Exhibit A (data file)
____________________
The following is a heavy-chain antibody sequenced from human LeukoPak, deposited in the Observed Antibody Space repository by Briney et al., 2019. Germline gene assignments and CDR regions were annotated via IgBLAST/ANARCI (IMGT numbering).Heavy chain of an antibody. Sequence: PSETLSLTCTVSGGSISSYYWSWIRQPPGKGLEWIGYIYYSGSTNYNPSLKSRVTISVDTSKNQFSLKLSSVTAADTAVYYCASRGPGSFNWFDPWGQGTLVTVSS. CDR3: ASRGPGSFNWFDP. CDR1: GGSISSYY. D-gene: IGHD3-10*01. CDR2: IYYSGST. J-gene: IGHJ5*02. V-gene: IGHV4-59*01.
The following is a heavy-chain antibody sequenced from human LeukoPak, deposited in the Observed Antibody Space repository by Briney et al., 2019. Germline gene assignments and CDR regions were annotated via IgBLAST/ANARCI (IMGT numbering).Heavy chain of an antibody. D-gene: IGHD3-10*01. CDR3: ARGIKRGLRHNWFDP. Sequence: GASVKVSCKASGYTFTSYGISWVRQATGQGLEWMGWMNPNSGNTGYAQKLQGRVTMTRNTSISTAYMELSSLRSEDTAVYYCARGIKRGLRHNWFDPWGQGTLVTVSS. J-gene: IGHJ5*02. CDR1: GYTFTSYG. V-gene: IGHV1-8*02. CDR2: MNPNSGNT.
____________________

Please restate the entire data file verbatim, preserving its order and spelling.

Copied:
The following is a heavy-chain antibody sequenced from human LeukoPak, deposited in the Observed Antibody Space repository by Briney et al., 2019. Germline gene assignments and CDR regions were annotated via IgBLAST/ANARCI (IMGT numbering).Heavy chain of an antibody. Sequence: PSETLSLTCTVSGGSISSYYWSWIRQPPGKGLEWIGYIYYSGSTNYNPSLKSRVTISVDTSKNQFSLKLSSVTAADTAVYYCASRGPGSFNWFDPWGQGTLVTVSS. CDR3: ASRGPGSFNWFDP. CDR1: GGSISSYY. D-gene: IGHD3-10*01. CDR2: IYYSGST. J-gene: IGHJ5*02. V-gene: IGHV4-59*01.
The following is a heavy-chain antibody sequenced from human LeukoPak, deposited in the Observed Antibody Space repository by Briney et al., 2019. Germline gene assignments and CDR regions were annotated via IgBLAST/ANARCI (IMGT numbering).Heavy chain of an antibody. D-gene: IGHD3-10*01. CDR3: ARGIKRGLRHNWFDP. Sequence: GASVKVSCKASGYTFTSYGISWVRQATGQGLEWMGWMNPNSGNTGYAQKLQGRVTMTRNTSISTAYMELSSLRSEDTAVYYCARGIKRGLRHNWFDPWGQGTLVTVSS. J-gene: IGHJ5*02. CDR1: GYTFTSYG. V-gene: IGHV1-8*02. CDR2: MNPNSGNT.